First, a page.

So, we were sat around in the office a while back and chatting about the idea of Dyson releasing an electric car or other electric vehicle, as has been mooted for a number of years. We concluded that Sir James and his merry band of air-manipulating engineers would do no such thing. I mean, they couldn't successfully launch a washing machine. Was a move into the most cut-throat market in the world really likely?
Well, it shows what we know. A Dyson EV is coming in 2020.
Dyson is one of our favourite brands, for the quality and style of its products, and for the rage it seems to induce in professionally angry online halfwits.
It's also not above a bit of media management – well, what big brand is? – and it's way of doing that on this occasion is to issue an email from Sir James Dyson to the Dyson email list. Whilst making clear nobody from Dyson will be doing any interviews whatsoever about it, for the time being.
Well, fair enough. As Sir James' email says, "Competition for new technology in the automotive industry is fierce and we must do everything we can to keep the specifics of our vehicle confidential."
So, until we hear anything more concrete, here's the email. You may note that the sketches related to the original Dyson pollution-fighting mission all relate to lorries.
However, you may also note that recent Dyson vehicle-related hirings have been from Tesla and Aston Martin, and draw your own conclusions from that.
Dyson claims the EV team "is already over 400 strong, and we are recruiting aggressively," and has "committed to investing £2bn on this endeavour."
We're going to assume any future Dyson EV won't be made of purple and silver metal, with translucent plastic bits. In fact, after being proved so comprehensively wrong on an EV's mere existence, we're not going to assume anything, ever again.
From: Sir JD
"In 1988 I read a paper by the US National Institute for Occupational Safety and Health, linking the exhaust from diesel engines to premature death in laboratory mice and rats. In March 1990 a team at Dyson began work on a cyclonic filter that could be fitted on a vehicle’s exhaust system to trap particulates.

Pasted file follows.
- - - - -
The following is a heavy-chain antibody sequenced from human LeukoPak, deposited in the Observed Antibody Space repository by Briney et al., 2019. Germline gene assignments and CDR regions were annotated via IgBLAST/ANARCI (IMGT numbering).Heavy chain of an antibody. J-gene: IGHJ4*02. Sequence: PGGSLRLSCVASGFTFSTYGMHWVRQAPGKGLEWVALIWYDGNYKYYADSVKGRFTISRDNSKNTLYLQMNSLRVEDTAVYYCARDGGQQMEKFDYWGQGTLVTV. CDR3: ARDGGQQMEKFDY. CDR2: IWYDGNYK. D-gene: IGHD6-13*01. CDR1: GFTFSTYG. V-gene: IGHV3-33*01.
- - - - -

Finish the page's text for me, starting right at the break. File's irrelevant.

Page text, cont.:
By 1993 we had developed several working prototypes and showed an early iteration to British television programme Blue Peter. The team went on to develop a much more sophisticated technology.
To our chagrin, nobody at the time was interested in employing our diesel exhaust capture system and we stopped the project. The industry said that ‘disposing’ of the collected soot was too much of a problem! Better to breathe it in?
In the period since, governments around the world have encouraged the adoption of oxymoronically designated ‘clean diesel’ engines through subsidies and grants. Major auto manufacturers have circumvented and duped clean air regulations. As a result, developed and developing cities are full of smog-belching cars, lorries and buses. It is a problem that others are ignoring.
Throughout, it has remained my ambition to find a solution to the global problem of air pollution. Some years ago, observing that automotive firms were not changing their spots, I committed the company to develop new battery technologies. I believed that electrically powered vehicles would solve the vehicle pollution problem. Dyson carried on innovating. The latest digital motors and energy storage systems power the Dyson Supersonic hair dryer and cord-free vacuum line. We’ve relentlessly innovated in fluid dynamics and HVAC systems to build our fans, heaters and purifiers.
At this moment, we finally have the opportunity to bring all our technologies together into a single product. Rather than filtering emissions at the exhaust pipe, today we have the ability to solve it at the source. So I wanted you to hear it directly from me:
"Dyson has begun work on a battery electric vehicle, due to be launched by 2020."
"We’ve started building an exceptional team that combines top Dyson engineers with talented individuals from the automotive industry. The team is already over 400 strong, and we are recruiting aggressively. I’m committed to investing £2bn on this endeavour.
The project will grow quickly from here but at this stage we will not release any information. In London, nearly 9,500 people die early each year due to long-term exposure to air pollution, according to a study carried out by researchers at King’s College London. The World Health Organisation reports “in 2012 around 7 million people died – one in eight of total global deaths – as a result of air pollution exposure”. It is our obligation to offer a solution to the world’s largest single environmental risk. I look forward to showing you all what I hope will be something quite unique and better, in due course!